6. Maintain all applicable legal privileges: Assert privilege over all documents that may reasonably be categorized as such. This should include a blanket statement made to the investigators at the outset of the search that the company is claiming privilege over documents in the possession of its lawyers, or in the possession of the company where those documents contain legal advice from the company’s external or in-house counsel to the company, or that request legal advice from the company’s external or in-house counsel.
If possible, in advance of a search, the company should make a practice of isolating privileged documents in a separate hard copy and/or electronic folder. The folder should be clearly marked as containing privileged documents and it should be updated on an ongoing basis as new privileged documents come into existence.
Polite objection should be made to the investigators throughout the search, if they attempt to seize privileged documents.
7. Limit discussions with investigators: There is no legal requirement to respond to questions from investigators with respect to the substance of the search. There is a legal right to remain silent in respect of the criminal investigation being conducted. Therefore, should you choose to exercise your right to remain silent, discussions with the investigators should be strictly limited to the manner and logistics of the execution of the warrant.
8. Shadow the investigators: Depending on the size of the business and the number of company personnel available, someone should be assigned to shadow (but not obstruct) each investigator involved in the search.
9. Take detailed notes: Make careful and copious notes throughout the search. In particular, detailed notes should be taken of the following:
a. all items seized by the investigators;
b. the particulars of the search warrant; and
c. all interactions with the investigators, including any objections made to the manner or conduct of the search and their responses to queries and objections.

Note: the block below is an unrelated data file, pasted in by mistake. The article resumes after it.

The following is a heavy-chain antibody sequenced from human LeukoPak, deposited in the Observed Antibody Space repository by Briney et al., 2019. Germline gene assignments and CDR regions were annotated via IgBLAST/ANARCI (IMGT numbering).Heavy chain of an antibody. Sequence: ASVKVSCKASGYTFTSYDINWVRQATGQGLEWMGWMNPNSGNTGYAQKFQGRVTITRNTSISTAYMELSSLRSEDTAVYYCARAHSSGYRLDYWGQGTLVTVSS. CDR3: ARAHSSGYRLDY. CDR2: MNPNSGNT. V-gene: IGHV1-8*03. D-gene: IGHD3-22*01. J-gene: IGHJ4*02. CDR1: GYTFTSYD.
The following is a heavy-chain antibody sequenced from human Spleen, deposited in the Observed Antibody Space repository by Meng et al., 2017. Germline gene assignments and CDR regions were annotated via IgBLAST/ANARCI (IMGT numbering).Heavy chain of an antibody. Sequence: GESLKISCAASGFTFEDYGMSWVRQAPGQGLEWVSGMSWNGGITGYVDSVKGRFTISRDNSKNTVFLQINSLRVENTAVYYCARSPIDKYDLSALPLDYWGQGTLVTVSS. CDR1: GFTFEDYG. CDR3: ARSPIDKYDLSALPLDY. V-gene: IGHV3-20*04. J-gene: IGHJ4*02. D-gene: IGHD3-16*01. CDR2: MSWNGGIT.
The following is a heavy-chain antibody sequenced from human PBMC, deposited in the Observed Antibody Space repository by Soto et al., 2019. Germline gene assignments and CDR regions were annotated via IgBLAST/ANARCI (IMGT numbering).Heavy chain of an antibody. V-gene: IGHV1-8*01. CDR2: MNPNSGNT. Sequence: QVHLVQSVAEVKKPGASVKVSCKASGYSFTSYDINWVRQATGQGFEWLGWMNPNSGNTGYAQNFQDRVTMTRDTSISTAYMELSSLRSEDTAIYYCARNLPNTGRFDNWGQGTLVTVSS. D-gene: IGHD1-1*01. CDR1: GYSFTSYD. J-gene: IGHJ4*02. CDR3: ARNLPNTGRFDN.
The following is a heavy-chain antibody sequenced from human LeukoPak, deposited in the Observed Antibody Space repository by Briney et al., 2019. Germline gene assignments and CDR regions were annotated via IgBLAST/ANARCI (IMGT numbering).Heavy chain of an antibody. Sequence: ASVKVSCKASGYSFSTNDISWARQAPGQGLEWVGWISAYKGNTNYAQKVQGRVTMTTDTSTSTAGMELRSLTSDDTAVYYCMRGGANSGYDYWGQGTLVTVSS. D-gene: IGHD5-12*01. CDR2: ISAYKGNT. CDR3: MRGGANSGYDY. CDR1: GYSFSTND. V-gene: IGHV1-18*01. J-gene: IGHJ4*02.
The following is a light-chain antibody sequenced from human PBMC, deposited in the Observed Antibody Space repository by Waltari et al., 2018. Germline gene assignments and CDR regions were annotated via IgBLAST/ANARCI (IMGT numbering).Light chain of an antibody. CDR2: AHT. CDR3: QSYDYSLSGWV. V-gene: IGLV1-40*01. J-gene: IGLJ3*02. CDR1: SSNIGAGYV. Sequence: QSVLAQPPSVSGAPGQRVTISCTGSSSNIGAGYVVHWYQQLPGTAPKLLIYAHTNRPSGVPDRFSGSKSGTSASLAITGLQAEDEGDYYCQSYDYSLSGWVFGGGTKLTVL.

10. Be respectful towards the investigators: Ensure that all company personnel involved remain calm, courteous and professional at all times during the search.
Dealing with the unexpected arrival of the authorities is always a significant shock to businesses and the individuals tasked with responding to a demand to search the premises. Being prepared can lessen the shock and allow for a more effective response. While the above guidance is not an exhaustive list, it provides a general framework of best practices that can be implemented relatively easily. Having a framework in place, tailored to the circumstances of your business and drafted in consultation with legal counsel, will ensure that the company and its personnel are prepared as much as possible for the authorities in the event they come knocking.
NOT LEGAL ADVICE. Information made available on this website in any form is for information purposes only. It is not, and should not be taken as, legal advice. You should not rely on, or take or fail to take any action based upon this information. Never disregard professional legal advice or delay in seeking legal advice because of something you have read on this website. Gowling WLG professionals will be pleased to discuss resolutions to specific legal concerns you may have.